In the US CT has reclaimed its 47th position from SD on the death list (ie got worse), and NE has moved up (improved) two spots on the case list, no longer appearing.
In the minor country list, Bahrain, which had dropped three places in the previous week, has now dropped two more and no longer appears, while Gibraltar has soared to fifth place.
In the major country list, the Czech Republic opened still further its lead on the US, while Belgium moved further behind. The UK has moved up three places. Of course, usual disclaimer, these results over the Christmas period have to be considered unreliable, normal reliable reporting will only recommence in this coming week.
There were some shifts of position on the death list, but the US is staying at seventh, and getting extremely close to overtaking Spain and going up to sixth place.
US Best and Worst States
|A week ago||Now||A week ago||Now|
|1 Best||VT (11,265)||VT (12,489)||HI (201)||HI (204)|
|2||HI||HI||VT (204)||VT (224)|
|5||NH (30,013)||WA (33,387)||OR (338)||OR (356)|
|47||UT (82,619)||UT (88,421)||SD (1,635)||CT (1,711)|
|51 Worst||ND (120,024)||ND (122,091)||NJ (2,113)||NJ (2,180)|
Top Case Rates Minor Countries (cases per million)
|Rank||One Week Ago||Today|
|1||Andorra (101,143)||Andorra (105,938)|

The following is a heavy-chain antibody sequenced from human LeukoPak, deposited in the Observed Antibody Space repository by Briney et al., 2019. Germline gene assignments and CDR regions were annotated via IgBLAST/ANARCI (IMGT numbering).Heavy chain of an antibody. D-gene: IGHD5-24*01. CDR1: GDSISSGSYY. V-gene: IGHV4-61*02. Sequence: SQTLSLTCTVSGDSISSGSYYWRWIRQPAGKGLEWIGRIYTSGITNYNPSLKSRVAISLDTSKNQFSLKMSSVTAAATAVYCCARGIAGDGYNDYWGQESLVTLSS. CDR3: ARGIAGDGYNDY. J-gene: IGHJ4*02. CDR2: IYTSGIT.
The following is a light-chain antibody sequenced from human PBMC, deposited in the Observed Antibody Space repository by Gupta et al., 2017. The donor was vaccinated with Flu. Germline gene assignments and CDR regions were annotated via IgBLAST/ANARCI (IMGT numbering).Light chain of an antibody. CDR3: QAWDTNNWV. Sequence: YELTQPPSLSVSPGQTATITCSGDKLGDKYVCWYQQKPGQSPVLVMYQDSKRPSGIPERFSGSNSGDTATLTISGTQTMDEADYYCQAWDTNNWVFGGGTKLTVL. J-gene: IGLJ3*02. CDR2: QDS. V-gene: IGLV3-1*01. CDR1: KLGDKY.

|4||San Marino||San Marino|
|10||Bahrain (53,028)||Georgia (57,504)|
Top Case Rates Major Countries (cases per million)
|Rank||One Week Ago||Today|
|1||Czech Republic (62,563)||Czech Republic (69,080)|
|2||USA (58,965)||USA (63,596)|
|3||Belgium (55,007)||Belgium (55,889)|
|12||UK (33,622)||Italy (35,677)|
Top Death Rate Major Countries (deaths per million)
|Rank||One Week Ago||Today|
|1||Belgium (1,653)||Belgium (1,691)|
|4||Spain||Czech Republic (1,116)|
|5||UK (1,040)||UK (1,102)|
|6||Czech Republic (1,030)||Spain (1,087)|
|7||USA (1,028)||USA (1,085)|
|8||France (960)||France (995)|
|9||Mexico (945)||Mexico (979)|
|10||Argentina (935)||Argentina (958)|
I Am Not a Doctor, But….
With the growth of countries requiring arriving visitors to show a clear and recent Covid test upon arrival, and with the continued uncertainties and delays in being tested, the promise/guarantee of being able to be tested at the airport on the day of travel seems very convenient. The only downside is that if the test is unexpectedly positive, you’ve possibly got no time to be tested a second time (to check for an incorrect first test result), and may be facing last minute cancelation penalties and other problems.